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9 Year Old Swing Evaluation

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  • TG Coach
    replied
    I know this much, the 4th/5th grade field they practice on are 180 on the LF/RF lines and 200 straight Center.

    When a ball is hit twenty feet over the fence it's way over the fence. Many times I've been told balls were hit 250 that I saw go 220. Then there's all the pitchers I've been told about throwing 90. They threw 90 until I saw them pitch. Regardless, your son has a nice swing for his age.

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  • Jesse
    replied
    Originally posted by StraightGrain11 View Post
    I think what he is more accurately trying to describe is that a hitter's weight (body) is not over his front foot - his weight (body) is centered between the feet.
    Now, obviously, the majority of your weight must be on the front leg, otherwise your body would just keeping right on moving [forward], as there would be nothing pushing back against it to stop it (as well as there would be no way a hitter could "lift his back foot" and remain "standing").
    If that's what he's trying to describe, then he needs to change his wording. What he's describing is something completely different from your (correct) interpretation. It sounds to me like he's talking about keeping the weight on the back foot during the swing (aka squish the bug, "plant that back foot and spin on it", etc.), which is a very common teach. I hear it every day in rec ball. It constantly amazes me, because if you study the best hitters on every team (even at the 7-8 yo level), almost all of them have good weight shift with nary a bug squisher to be found.

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  • StraightGrain11
    replied
    Originally posted by Jesse View Post
    Nate, I checked out your article - what do you mean by the following?

    All the MLB swing clips I've seen clearly show the weight on the front foot on contact. Are you advocating against this?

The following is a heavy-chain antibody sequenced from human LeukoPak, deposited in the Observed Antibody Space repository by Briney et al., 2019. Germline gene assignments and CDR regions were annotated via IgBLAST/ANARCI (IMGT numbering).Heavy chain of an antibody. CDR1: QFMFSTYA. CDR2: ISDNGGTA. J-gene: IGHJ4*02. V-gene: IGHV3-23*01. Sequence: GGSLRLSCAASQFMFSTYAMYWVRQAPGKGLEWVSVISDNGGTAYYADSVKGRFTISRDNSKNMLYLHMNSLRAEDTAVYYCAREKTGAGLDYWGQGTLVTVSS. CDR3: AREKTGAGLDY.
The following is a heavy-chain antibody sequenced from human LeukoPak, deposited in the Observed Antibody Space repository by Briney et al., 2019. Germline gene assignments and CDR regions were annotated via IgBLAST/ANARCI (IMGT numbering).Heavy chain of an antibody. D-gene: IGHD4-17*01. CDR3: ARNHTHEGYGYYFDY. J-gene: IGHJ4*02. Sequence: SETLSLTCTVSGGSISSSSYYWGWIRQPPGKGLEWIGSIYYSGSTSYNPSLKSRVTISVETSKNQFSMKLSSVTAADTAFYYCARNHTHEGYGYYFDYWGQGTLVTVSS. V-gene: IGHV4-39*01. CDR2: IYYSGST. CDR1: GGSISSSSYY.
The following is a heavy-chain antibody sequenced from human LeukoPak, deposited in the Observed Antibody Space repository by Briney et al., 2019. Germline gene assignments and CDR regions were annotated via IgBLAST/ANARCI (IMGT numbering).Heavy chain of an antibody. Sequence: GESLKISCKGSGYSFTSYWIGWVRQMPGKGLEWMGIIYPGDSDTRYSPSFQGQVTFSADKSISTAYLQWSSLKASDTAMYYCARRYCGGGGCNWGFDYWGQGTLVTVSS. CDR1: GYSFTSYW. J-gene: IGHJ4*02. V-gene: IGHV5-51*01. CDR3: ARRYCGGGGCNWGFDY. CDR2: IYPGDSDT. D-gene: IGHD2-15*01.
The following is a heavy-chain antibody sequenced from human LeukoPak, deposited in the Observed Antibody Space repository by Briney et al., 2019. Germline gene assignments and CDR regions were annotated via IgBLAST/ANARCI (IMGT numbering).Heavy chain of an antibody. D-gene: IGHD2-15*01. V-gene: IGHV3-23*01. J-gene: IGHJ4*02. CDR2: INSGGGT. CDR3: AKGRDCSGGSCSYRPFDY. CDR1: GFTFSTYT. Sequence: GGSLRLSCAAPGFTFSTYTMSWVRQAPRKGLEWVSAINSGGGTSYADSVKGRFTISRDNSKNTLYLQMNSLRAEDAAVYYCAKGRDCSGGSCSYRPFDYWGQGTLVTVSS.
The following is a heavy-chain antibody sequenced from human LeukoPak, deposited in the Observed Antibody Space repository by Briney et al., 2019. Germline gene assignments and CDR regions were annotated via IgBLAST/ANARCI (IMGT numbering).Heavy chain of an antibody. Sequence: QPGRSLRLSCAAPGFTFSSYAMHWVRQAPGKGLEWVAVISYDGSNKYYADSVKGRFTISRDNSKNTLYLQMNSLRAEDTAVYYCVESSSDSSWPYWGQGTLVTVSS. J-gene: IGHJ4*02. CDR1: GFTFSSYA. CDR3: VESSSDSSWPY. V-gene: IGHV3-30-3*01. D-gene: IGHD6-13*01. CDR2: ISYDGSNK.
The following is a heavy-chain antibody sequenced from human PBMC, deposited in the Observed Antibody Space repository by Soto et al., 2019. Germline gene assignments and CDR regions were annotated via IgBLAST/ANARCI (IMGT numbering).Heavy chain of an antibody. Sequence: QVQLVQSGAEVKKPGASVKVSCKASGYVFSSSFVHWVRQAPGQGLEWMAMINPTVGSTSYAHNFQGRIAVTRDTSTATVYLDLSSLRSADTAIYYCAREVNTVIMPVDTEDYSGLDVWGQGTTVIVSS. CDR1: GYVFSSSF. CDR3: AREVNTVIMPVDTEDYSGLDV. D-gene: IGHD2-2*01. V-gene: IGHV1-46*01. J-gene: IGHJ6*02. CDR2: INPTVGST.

I think what he is more accurately trying to describe is that a hitter's weight (body) is not over his front foot - his weight (body) is centered between the feet.
    Now, obviously, the majority of your weight must be on the front leg, otherwise your body would just keeping right on moving [forward], as there would be nothing pushing back against it to stop it (as well as there would be no way a hitter could "lift his back foot" and remain "standing").
    Last edited by StraightGrain11; 06-03-2008, 11:50 AM.

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  • Jesse
    replied
    Here are a few more:
    Attached Files

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  • Jesse
    replied
    Here are a few examples:
    Attached Files

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  • callyjr
    replied
    Originally posted by Jesse View Post
    Nate, I checked out your article - what do you mean by the following?

    All the MLB swing clips I've seen clearly show the weight on the front foot on contact. Are you advocating against this?
    Not sure who your watching but the weight is not on the front at contact.

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  • Jesse
    replied
    Nate, I checked out your article - what do you mean by the following?
    This alignment shows that balance is retained and no weight has shifted forward onto the front foot (more of a linear style).
    All the MLB swing clips I've seen clearly show the weight on the front foot on contact. Are you advocating against this?

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  • Nater44
    replied
    Originally posted by callyjr View Post
    This kid is not hitting 200 let alone 250. sorry. I don't care how thin the air is. Not even with a perfect swing is this kid gonna hit 250 right now. He is not big enough or strong enough. I have a 9yr old right now on our team that is the strongest 9yr old I have ever seen, he still has yet to reach 200 and his swing is pretty good. He hit close to 200, about 195 but still tey to get 200.

    Maybe dad could walk it off for us.
    I think maybe the topic of conversation has since moved away from the original question. Or, should I say, from evidence we can SEE and evaluate (the video) to information we cannot see and have a hard time evaluating (the 250ft hr).